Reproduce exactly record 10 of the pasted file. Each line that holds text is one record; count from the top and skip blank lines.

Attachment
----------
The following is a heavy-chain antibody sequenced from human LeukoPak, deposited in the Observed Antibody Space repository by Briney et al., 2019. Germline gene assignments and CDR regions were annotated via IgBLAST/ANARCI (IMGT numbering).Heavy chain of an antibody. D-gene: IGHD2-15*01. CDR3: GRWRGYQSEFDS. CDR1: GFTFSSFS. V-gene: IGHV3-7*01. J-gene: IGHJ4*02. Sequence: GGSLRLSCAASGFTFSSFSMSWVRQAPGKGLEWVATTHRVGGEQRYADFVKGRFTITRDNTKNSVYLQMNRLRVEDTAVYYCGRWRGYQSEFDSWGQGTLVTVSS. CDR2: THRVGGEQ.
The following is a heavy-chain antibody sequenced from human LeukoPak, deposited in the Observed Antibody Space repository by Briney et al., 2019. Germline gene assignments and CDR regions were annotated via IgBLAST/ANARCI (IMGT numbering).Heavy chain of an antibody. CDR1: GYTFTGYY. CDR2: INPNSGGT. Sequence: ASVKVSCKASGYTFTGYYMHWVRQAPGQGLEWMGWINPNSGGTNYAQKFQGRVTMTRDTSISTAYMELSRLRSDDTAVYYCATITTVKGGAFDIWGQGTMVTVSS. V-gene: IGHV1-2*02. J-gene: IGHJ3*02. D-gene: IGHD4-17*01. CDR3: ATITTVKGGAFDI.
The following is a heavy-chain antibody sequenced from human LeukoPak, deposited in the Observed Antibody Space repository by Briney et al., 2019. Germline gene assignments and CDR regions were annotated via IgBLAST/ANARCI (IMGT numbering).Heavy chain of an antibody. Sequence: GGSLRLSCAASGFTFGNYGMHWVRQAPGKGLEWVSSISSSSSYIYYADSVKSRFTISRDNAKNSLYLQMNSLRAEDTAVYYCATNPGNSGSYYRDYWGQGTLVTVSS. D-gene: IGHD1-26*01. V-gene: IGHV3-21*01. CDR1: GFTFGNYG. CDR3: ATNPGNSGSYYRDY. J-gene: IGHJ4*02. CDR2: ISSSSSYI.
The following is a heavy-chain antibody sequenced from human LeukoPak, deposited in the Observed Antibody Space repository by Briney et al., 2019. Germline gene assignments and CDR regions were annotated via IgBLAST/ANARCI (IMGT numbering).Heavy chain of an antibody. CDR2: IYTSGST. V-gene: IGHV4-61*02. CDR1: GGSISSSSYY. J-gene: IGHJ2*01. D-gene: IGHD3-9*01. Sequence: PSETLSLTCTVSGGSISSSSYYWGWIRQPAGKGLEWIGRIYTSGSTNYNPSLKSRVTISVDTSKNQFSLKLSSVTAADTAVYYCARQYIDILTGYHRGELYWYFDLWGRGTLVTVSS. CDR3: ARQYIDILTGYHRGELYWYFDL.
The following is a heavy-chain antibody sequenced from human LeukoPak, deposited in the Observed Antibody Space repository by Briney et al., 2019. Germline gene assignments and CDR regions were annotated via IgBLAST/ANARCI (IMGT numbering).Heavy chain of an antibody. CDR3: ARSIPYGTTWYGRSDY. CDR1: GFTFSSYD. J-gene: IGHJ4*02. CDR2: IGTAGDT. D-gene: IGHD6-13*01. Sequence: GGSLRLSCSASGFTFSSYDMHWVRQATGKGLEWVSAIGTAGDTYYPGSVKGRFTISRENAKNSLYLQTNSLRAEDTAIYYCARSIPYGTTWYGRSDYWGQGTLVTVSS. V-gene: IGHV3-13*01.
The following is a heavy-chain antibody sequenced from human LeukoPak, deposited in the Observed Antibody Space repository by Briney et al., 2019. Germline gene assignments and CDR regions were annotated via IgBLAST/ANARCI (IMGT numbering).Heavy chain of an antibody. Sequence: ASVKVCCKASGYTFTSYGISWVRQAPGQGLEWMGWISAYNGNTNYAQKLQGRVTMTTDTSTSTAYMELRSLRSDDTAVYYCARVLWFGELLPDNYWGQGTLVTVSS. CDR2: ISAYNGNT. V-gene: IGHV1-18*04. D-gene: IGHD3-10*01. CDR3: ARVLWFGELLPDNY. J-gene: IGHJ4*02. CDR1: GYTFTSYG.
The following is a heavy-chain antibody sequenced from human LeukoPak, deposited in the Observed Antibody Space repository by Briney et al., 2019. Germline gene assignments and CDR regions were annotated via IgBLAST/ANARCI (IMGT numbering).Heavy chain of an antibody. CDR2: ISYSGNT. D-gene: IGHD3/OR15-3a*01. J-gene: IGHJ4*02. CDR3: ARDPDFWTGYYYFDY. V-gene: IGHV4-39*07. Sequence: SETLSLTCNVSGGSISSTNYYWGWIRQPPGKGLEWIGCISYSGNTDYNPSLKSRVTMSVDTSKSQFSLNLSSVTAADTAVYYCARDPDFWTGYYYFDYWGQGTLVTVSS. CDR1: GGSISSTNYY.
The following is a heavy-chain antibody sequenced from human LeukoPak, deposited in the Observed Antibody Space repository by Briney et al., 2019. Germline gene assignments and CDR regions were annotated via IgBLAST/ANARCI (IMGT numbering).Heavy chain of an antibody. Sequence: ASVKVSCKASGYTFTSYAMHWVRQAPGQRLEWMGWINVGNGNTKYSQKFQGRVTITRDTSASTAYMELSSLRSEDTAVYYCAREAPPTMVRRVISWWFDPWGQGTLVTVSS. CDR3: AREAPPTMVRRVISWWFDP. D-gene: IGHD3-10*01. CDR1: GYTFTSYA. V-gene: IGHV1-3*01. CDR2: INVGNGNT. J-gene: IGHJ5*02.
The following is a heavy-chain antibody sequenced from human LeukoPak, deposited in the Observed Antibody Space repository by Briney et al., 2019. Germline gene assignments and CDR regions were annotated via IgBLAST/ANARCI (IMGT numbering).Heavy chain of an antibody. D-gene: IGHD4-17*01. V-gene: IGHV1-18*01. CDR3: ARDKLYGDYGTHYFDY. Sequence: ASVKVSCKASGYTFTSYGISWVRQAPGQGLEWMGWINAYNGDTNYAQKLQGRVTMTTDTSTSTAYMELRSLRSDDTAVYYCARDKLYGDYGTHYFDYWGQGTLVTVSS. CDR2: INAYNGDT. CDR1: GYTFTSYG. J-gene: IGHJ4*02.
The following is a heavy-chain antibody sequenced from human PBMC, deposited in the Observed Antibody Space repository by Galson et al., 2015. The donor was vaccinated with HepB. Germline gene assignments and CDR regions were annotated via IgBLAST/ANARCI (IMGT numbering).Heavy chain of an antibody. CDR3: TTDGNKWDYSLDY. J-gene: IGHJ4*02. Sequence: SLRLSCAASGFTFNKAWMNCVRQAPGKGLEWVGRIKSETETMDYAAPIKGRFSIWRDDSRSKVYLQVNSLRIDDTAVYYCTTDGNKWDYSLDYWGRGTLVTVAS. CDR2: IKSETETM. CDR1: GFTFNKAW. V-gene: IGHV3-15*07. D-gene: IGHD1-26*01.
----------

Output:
The following is a heavy-chain antibody sequenced from human PBMC, deposited in the Observed Antibody Space repository by Galson et al., 2015. The donor was vaccinated with HepB. Germline gene assignments and CDR regions were annotated via IgBLAST/ANARCI (IMGT numbering).Heavy chain of an antibody. CDR3: TTDGNKWDYSLDY. J-gene: IGHJ4*02. Sequence: SLRLSCAASGFTFNKAWMNCVRQAPGKGLEWVGRIKSETETMDYAAPIKGRFSIWRDDSRSKVYLQVNSLRIDDTAVYYCTTDGNKWDYSLDYWGRGTLVTVAS. CDR2: IKSETETM. CDR1: GFTFNKAW. V-gene: IGHV3-15*07. D-gene: IGHD1-26*01.